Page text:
Fines and penalties for non-compliance in existing Environmental Control Areas (ECAs) vary significantly. For example, the highest fine in Denmark is currently $60,000 for vessels operating within the ECA, whereas in Belgium it could cost a shipowner $7 million. A recently reported breach by a cruise vessel in France resulted in the captain being fined €100,000 ($114,000) in a Marseille court; the first such ruling in France.
Minimizing barriers to compliance
Regulators and the industry are working collaboratively to address these concerns and ensure a harmonized approach to compliance that will negate the possibility of a two-tier market developing. The recently concluded IMO MEPC 73 meetings ended all speculation about a potential delay in the implementation of the regulation, with the dismissal of a proposed “experience-building phase” after the 2020 sulfur cap comes into effect.
While the message was made loud and clear, the IMO has agreed to a period of gathering data to better understand how some of the challenges associated with the global sulfur cap will be addressed. Furthermore, the formal adoption of a total ban on the carriage of non-compliant fuel by ships without emission abatement technology by the IMO will leave owners with little room for maneuver on compliance.
New guidance is being developed to assist shipowners and operators plan for some of the challenges associated with the sulfur cap and will cover topics such as fuel oil system modifications and tank cleaning, fuel oil capacity and segregation capability, procurement of compliant fuel, fuel oil changeover plans and portable testing standards. But with just one year to go before the regulation comes into force, and with a plethora of questions and unknowns still to address, many are questioning whether there will be sufficient time to address all of these challenges and ensure compliance in an efficient and cost-effective way.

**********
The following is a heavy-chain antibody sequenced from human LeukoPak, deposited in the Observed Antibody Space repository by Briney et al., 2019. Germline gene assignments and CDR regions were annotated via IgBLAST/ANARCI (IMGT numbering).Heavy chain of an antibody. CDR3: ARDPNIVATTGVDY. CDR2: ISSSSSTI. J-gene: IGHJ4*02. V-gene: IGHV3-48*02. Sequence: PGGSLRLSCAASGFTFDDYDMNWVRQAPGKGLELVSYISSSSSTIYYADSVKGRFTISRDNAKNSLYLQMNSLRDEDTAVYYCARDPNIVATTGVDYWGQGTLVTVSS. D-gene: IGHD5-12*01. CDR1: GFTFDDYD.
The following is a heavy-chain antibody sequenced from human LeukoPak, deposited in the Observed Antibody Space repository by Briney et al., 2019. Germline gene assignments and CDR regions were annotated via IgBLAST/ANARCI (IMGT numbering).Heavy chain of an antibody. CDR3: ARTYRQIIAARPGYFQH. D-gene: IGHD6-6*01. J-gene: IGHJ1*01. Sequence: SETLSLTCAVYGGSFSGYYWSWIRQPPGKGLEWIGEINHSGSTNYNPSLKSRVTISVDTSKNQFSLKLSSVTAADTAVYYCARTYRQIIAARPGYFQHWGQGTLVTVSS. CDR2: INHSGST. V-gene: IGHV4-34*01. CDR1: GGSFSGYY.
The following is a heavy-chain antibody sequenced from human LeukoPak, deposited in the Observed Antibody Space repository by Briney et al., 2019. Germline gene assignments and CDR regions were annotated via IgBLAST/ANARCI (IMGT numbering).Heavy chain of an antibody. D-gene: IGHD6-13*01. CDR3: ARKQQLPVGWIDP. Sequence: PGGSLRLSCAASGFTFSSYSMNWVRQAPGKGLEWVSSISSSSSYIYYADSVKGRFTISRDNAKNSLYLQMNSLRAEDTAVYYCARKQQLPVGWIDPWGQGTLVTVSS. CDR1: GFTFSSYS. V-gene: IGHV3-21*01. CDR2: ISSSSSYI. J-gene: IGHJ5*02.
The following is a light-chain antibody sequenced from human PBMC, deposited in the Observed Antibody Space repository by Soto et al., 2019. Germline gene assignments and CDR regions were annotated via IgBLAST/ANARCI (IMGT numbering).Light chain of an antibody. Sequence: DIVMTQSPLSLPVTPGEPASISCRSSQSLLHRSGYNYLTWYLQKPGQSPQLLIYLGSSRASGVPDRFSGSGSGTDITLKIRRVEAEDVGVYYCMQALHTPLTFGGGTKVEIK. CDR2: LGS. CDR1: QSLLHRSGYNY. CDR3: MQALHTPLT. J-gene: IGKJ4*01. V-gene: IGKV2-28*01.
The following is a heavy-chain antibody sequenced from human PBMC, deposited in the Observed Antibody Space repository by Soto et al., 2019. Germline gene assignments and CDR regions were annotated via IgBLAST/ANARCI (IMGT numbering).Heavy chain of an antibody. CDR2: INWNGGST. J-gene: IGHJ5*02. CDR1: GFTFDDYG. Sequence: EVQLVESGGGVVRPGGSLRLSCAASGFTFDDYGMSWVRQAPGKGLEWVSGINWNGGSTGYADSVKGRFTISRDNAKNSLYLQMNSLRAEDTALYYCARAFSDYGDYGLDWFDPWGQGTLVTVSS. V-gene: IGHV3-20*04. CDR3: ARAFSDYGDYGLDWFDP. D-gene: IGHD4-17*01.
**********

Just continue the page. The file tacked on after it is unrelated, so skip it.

The IMO’s 100th Maritime Safety Committee (MSC) has agreed to develop further measures to enhance safety in relation to use of low sulfur fuel, and has invited member states and international organizations to submit concrete proposals – a move welcomed by the Union of Greek Shipowners and the International Bunker Industry Association (IBIA). This will allow the IMO and industry to collaboratively address safety concerns related to switching to low-sulfur fuels and ensure a smooth transition throughout the shipping industry. The MSC meeting also noted that, while fuel safety needs to be tackled, it should not affect member states’ commitment to implementing the 2020 sulfur rule.
While all eyes are on 2020, it is also worth noting that from January 2019, China will tighten its sulfur restrictions for ships by imposing a 0.5 percent sulfur limit along its entire coastline. Hong Kong and Taiwan have announced a similar move and will implement a 0.5 percent sulfur cap one year ahead of the IMO’s global regulation – leaving shipowners operating in these areas with even less time to prepare.
Separately, Denmark is moving forward with a proposal to publish the names of repeat violators of its sulfur emissions cap in 2019 where the sulfur content of emissions has been limited to 0.1 percent since 2015 under the current ECA. As a direct result of being subjected to public scrutiny, customers may be unwilling to associate themselves with on offending shipowner and stop conducting business with them – affecting profits margins in an already challenging operating environment.